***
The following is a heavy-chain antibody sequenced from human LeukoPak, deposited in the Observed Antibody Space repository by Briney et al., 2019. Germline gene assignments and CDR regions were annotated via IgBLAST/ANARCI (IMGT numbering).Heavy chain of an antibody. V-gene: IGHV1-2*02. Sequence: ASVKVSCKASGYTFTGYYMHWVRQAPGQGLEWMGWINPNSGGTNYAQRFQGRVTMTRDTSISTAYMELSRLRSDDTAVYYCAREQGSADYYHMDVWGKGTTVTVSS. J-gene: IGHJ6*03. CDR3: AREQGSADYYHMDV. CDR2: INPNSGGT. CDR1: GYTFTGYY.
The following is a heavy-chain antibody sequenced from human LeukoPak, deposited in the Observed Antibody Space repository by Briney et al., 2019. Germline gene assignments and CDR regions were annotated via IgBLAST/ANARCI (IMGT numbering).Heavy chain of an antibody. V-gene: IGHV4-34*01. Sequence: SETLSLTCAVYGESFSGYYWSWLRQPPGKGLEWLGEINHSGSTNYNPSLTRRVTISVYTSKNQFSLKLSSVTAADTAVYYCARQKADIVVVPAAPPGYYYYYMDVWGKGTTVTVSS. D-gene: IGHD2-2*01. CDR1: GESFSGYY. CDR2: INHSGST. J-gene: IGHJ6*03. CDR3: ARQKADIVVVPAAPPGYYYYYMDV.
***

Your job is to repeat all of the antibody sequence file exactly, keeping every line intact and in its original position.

The following is a heavy-chain antibody sequenced from human LeukoPak, deposited in the Observed Antibody Space repository by Briney et al., 2019. Germline gene assignments and CDR regions were annotated via IgBLAST/ANARCI (IMGT numbering).Heavy chain of an antibody. V-gene: IGHV1-2*02. Sequence: ASVKVSCKASGYTFTGYYMHWVRQAPGQGLEWMGWINPNSGGTNYAQRFQGRVTMTRDTSISTAYMELSRLRSDDTAVYYCAREQGSADYYHMDVWGKGTTVTVSS. J-gene: IGHJ6*03. CDR3: AREQGSADYYHMDV. CDR2: INPNSGGT. CDR1: GYTFTGYY.
The following is a heavy-chain antibody sequenced from human LeukoPak, deposited in the Observed Antibody Space repository by Briney et al., 2019. Germline gene assignments and CDR regions were annotated via IgBLAST/ANARCI (IMGT numbering).Heavy chain of an antibody. V-gene: IGHV4-34*01. Sequence: SETLSLTCAVYGESFSGYYWSWLRQPPGKGLEWLGEINHSGSTNYNPSLTRRVTISVYTSKNQFSLKLSSVTAADTAVYYCARQKADIVVVPAAPPGYYYYYMDVWGKGTTVTVSS. D-gene: IGHD2-2*01. CDR1: GESFSGYY. CDR2: INHSGST. J-gene: IGHJ6*03. CDR3: ARQKADIVVVPAAPPGYYYYYMDV.